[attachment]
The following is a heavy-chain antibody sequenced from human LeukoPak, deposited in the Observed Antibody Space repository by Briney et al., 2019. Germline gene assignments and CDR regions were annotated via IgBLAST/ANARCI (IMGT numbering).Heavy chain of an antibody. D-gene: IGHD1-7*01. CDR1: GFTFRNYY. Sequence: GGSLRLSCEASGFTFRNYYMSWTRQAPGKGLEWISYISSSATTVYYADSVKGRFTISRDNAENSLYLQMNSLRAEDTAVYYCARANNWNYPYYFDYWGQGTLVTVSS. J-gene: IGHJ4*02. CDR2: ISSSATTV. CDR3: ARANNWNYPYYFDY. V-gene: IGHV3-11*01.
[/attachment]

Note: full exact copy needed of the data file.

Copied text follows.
The following is a heavy-chain antibody sequenced from human LeukoPak, deposited in the Observed Antibody Space repository by Briney et al., 2019. Germline gene assignments and CDR regions were annotated via IgBLAST/ANARCI (IMGT numbering).Heavy chain of an antibody. D-gene: IGHD1-7*01. CDR1: GFTFRNYY. Sequence: GGSLRLSCEASGFTFRNYYMSWTRQAPGKGLEWISYISSSATTVYYADSVKGRFTISRDNAENSLYLQMNSLRAEDTAVYYCARANNWNYPYYFDYWGQGTLVTVSS. J-gene: IGHJ4*02. CDR2: ISSSATTV. CDR3: ARANNWNYPYYFDY. V-gene: IGHV3-11*01.